The cholinergic system of the basal forebrain is one of the key transmitter systems for learning and memory. Hippocampus receives abundant regulatory inputs from the basal forebrain cholinergic system. The hippocampal cholinergic system plays a crucial role in spatial learning [50]. Treatment with donepezil, a potent and selective acetylcholinesterase inhibitor, significantly enhanced the survival of newborn neurons. Donepezil treatment could reverse the chronic stress-induced decrease in neurogenesis. Activation of the cholinergic system promotes survival of newborn neurons in the adult DG under both normal and stressed conditions [51]. Administration with neurotoxin 192 IgG-saponin selectively destroyed cholinergic neurons of basal forebrain, impaired neurogenesis in the granule cell layers and increased apoptotic cell numbers specifically in the subgranular zone of DG region [52]. The pro-cognitive influences of the cholinergic system in the hippocampus involved the production of new neurons, which contribute to DG synaptic plasticity and memory trace formation. Targeting the cholinergic system with cholinesterase inhibitors, which leads to cognitive improvement in patients afflicted with age-related dementia, could possibly exert its therapeutic action through stimulation of hippocampal neurogenesis [51, 52]. In the molarless or bite-raised aged mice, hippocampal acetylcholine release, acetyltransferase and choline acetyltransferase activity were significantly decreased [13, 53]. The number of choline acetyltransferase-immunopositive neurons in the medial septal nucleus was also reduced. However, the molarless or bite-raised condition had little effect in young mice, indicating an age-dependent decrease in the hippocampal cholinergic system. Reduced masticatory activity in mice may be involved in the development of age-related functional impairment of the hippocampal cholinergic system.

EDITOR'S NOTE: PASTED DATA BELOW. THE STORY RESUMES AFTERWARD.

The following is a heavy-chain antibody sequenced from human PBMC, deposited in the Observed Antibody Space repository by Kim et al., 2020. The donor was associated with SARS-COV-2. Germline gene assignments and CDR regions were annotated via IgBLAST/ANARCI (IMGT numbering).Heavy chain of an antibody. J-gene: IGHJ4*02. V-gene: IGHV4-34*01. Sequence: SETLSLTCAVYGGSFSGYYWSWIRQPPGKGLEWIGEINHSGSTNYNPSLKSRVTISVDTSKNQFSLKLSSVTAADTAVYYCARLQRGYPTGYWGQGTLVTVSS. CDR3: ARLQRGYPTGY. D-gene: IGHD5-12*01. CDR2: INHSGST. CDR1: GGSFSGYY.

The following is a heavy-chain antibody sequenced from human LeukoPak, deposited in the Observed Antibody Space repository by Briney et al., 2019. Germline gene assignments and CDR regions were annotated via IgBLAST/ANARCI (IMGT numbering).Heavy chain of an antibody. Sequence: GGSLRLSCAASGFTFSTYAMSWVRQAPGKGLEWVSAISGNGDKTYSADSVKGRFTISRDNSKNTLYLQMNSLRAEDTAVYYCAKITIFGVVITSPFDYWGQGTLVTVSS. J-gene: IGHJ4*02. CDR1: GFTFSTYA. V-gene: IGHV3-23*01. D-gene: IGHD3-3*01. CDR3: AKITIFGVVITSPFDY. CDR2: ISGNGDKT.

Recent studies showed that impairment of masticatory function downregulated memory-related signaling pathways and genes in the hippocampal neurons, including brain-derived neurotrophic factor (BDNF) and its receptor, tropomyosin-related kinase B (trkB) [54, 55]. BDNF is a family of nerve growth factors which bind to trkB. In response to BDNF signaling, its specific high-affinity receptor trkB has an enhancing effect on nerve transmission. Both BDNF and trkB have been shown to be important modulators of synaptic plasticity and are critical to the development of the central nervous system [56]. Animal experiments have demonstrated that BDNF is required for the maintenance of dendritic spines in the adult brain [57]. BDNF-TrkB signaling can influence dendritic spine and synapse density in hippocampal neurons [56]. The expression of trkB-mRNA has been used as an effective marker for elevated synaptic transmission levels in the signaling pathways related to spatial learning. The trkB-mRNA levels were significantly lower in tooth extraction rats [56, 57]. The spatial memory and the number of trkB-mRNA-positive cells were both negatively affected by the duration of tooth loss and the number of teeth extracted. As a mediator of the hippocampal-dependent learning and memory, the BDNF-trkB binding plays a critical role in activity-dependent synaptic plasticity. The spatial memory impairment in rats could have a close relationship with the decrease in the trkB levels of the pathways located from the trigeminal nerve area to the hippocampus.